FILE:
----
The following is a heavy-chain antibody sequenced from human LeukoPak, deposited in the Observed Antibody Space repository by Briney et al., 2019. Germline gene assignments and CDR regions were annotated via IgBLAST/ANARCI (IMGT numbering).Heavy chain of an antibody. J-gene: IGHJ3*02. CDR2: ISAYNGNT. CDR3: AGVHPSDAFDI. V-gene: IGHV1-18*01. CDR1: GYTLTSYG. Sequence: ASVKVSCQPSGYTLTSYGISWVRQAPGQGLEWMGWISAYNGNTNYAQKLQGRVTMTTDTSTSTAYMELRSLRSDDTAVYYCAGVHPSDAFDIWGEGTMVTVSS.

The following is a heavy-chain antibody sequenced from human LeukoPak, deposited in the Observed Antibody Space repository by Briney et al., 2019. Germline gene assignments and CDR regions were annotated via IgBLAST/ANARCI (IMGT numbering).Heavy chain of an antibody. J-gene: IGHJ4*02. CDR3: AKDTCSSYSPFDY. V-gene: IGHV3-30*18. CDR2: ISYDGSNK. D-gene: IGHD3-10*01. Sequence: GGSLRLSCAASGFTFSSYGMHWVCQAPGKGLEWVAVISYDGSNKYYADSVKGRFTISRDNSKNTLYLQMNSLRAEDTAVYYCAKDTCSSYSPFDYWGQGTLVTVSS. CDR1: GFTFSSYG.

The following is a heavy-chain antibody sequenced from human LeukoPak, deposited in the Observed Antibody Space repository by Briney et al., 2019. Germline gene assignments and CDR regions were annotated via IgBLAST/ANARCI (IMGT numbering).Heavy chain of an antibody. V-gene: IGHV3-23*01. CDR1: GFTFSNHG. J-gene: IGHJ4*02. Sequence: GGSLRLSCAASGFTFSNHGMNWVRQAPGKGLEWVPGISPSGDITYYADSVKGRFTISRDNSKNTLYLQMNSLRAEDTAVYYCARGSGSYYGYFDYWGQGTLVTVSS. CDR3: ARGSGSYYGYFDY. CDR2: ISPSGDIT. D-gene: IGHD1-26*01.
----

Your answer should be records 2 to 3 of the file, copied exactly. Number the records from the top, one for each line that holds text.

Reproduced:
The following is a heavy-chain antibody sequenced from human LeukoPak, deposited in the Observed Antibody Space repository by Briney et al., 2019. Germline gene assignments and CDR regions were annotated via IgBLAST/ANARCI (IMGT numbering).Heavy chain of an antibody. J-gene: IGHJ4*02. CDR3: AKDTCSSYSPFDY. V-gene: IGHV3-30*18. CDR2: ISYDGSNK. D-gene: IGHD3-10*01. Sequence: GGSLRLSCAASGFTFSSYGMHWVCQAPGKGLEWVAVISYDGSNKYYADSVKGRFTISRDNSKNTLYLQMNSLRAEDTAVYYCAKDTCSSYSPFDYWGQGTLVTVSS. CDR1: GFTFSSYG.

The following is a heavy-chain antibody sequenced from human LeukoPak, deposited in the Observed Antibody Space repository by Briney et al., 2019. Germline gene assignments and CDR regions were annotated via IgBLAST/ANARCI (IMGT numbering).Heavy chain of an antibody. V-gene: IGHV3-23*01. CDR1: GFTFSNHG. J-gene: IGHJ4*02. Sequence: GGSLRLSCAASGFTFSNHGMNWVRQAPGKGLEWVPGISPSGDITYYADSVKGRFTISRDNSKNTLYLQMNSLRAEDTAVYYCARGSGSYYGYFDYWGQGTLVTVSS. CDR3: ARGSGSYYGYFDY. CDR2: ISPSGDIT. D-gene: IGHD1-26*01.